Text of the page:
Dundee has highest stillbirth rates in Scotland

© DC Thomson

Dundee has the highest rate of stillbirth in Scotland.

Figures released by the Office for National Statistics (ONS) show Dundee has the highest rate of perinatal mortality in the country and the fourth highest incidence rate in the UK.

Twelve in every 1,000 live births in Dundee were stillborn, or died within the first week of life in Dundee, double the Scottish average.

Doctors warn smoking as a major contributor to infant mortality, along with expectant mothers having a body mass index (BMI) greater than 35.

More than one in five women in Tayside booking antenatal appointments with the NHS admitted to smoking while pregnant, again the highest rate in the country.

A spokesperson for the health board said: “NHS Tayside closely monitors and reports on rates of stillbirth, neonatal and infant mortality. NHS Tayside also monitors other pregnancy outcomes including perinatal morbidity, maternal morbidity and maternal mortality.

“We are aware that in Tayside in 2016 there were 16 stillbirths recorded – a rate of 3.8 per 1000 births and this compares favourably to other maternity units in Scotland and is below the national average rate for stillbirth.

“Every perinatal loss and adverse event is reviewed and investigated as part of the NHS Tayside clinical governance process.

“In addition to comprehensive reviews of stillbirths and deaths that occur within the hospital setting, preventative work around stillbirth is embedded into our midwives’ and doctors’ everyday practice.”

Steps NHS Tayside take to reduce stillbirth and perinatal death: 

  • A full risk assessment for risk factors for stillbirth and placental disease at the first antenatal booking visit
  • Screening tests in early and mid pregnancy to identify fetal abnormalities associated with perinatal loss and also to identify early warning signs of disordered placental development and function
  • Regular measurement of the size of the baby and regular antenatal assessment of maternal well-being looking for signs of placental disease
  • Using customised fetal growth charts to better identify babies at risk of adverse perinatal outcome
  • Clinical practice is supported by safe and efficient Obstetric Ultrasound Department that is able to meet the demands of our pregnant population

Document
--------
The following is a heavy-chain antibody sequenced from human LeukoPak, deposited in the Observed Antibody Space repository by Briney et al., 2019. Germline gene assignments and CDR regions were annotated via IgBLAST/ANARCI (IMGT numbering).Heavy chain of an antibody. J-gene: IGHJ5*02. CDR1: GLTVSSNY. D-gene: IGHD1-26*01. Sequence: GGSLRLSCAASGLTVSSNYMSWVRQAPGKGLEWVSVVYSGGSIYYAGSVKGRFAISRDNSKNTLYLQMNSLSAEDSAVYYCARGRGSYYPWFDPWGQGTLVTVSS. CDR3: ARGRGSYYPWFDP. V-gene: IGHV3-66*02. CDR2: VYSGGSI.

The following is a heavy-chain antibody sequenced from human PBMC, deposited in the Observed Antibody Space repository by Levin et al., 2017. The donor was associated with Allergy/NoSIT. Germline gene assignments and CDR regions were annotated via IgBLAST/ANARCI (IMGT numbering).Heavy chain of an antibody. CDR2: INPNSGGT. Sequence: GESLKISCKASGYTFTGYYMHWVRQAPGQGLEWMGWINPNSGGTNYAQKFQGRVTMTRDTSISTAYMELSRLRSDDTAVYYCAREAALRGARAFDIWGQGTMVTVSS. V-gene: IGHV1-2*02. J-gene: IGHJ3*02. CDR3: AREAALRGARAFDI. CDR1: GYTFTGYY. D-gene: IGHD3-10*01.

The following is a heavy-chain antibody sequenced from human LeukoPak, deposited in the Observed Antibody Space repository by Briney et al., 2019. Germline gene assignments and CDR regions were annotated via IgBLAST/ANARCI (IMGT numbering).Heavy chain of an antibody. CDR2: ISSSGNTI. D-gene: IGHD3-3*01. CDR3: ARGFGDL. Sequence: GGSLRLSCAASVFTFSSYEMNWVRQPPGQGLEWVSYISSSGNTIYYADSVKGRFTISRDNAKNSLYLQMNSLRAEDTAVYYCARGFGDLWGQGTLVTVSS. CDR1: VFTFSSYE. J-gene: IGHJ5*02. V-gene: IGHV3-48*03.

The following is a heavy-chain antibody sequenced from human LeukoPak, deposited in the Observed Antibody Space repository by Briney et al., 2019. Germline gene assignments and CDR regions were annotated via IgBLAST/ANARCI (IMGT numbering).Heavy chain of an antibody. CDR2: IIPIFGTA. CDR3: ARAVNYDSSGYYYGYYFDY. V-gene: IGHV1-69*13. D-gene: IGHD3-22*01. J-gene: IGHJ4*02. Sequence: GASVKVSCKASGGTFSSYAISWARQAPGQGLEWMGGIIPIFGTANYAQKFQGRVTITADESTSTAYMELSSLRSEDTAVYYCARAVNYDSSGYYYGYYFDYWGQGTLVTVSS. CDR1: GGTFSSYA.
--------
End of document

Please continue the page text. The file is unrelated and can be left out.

• A full complement of labour ward midwives and doctors that are trained in the interpretation of fetal monitoring in labour
  • All pregnant women in Tayside are informed of the risk of stillbirth as part of routine antenatal care.  Pregnant women are also informed of the association between a reduction in fetal movements and stillbirth.
  • All pregnant women receive written advice on the importance being aware of fetal movements and what steps should be taken if women notice a change of pattern or a reduction in fetal movements.
  • Smoking is a risk factor for stillbirth and all pregnant women who smoke are offered referral to smoking cessation services to support them to stop smoking, including the ‘Give it up for baby’ programme.

The stillbirth and neonatal death charity SANDS said although the high mortality rate did not necessarily reflect poor standards of care, health boards could not afford to become complacent.

Janet Scott, a research lead for the group, said: “ONS data is not adjusted for factors that influence perinatal mortality such as social deprivation and ethnicity, so a high mortality rate in this table doesn’t necessarily mean poor care in that region.

“MBRRACE-UK data does adjust for risk factors and gives a better indication of the poorly performing areas.

“However nowhere can be complacent and all units should be looking at their outcomes and reviewing all baby deaths to identify avoidable poor care and make sure maternity service improvements and public health interventions are implemented.

“At Sands we know the profound impact on families when their baby dies: we work with the Scottish Government’s Stillbirth Working Group to devise and oversee national strategies to reduce deaths.”

NHS Tayside has said a formal investigation is always carried out as part of inquiries into any neonatal death.

A spokesperson said: “When a baby has died circumstances around the event and the care provided are reviewed in a multi-professional multidisciplinary meeting within a few days of the event.  Further investigation, including a formal external review is subsequently requested if required.

“Women and families that have lost a baby are offered a number of investigations including a post-mortem examination of the baby by a specialist pathologist, in an attempt to identify the cause of their loss. It is important to ensure that we can provide the family with information and to ensure that the service learns from these tragic events.

“NHS Tayside has a dedicated bereavement counsellor and we are well supported by charities such as SANDS to provide education to all staff caring for families who have had a stillbirth or neonatal death.

“All women are offered an appointment with their consultant following stillbirth or neonatal death. Our dedicated bereavement midwife also supports families whose baby has died in the neonatal unit.”

Labour’s Anas Sarwar MSP said: “These are shameful figures that should lead to urgent action from the SNP.

“There are clearly issues to be addressed across the country – but Health Secretary Shona Robison should be taking a greater interest in these issues in her own backyard.

“We know that wealth inequality leads to health inequality and years of Tory and SNP austerity will have done nothing to reverse this in Dundee and across Scotland.”

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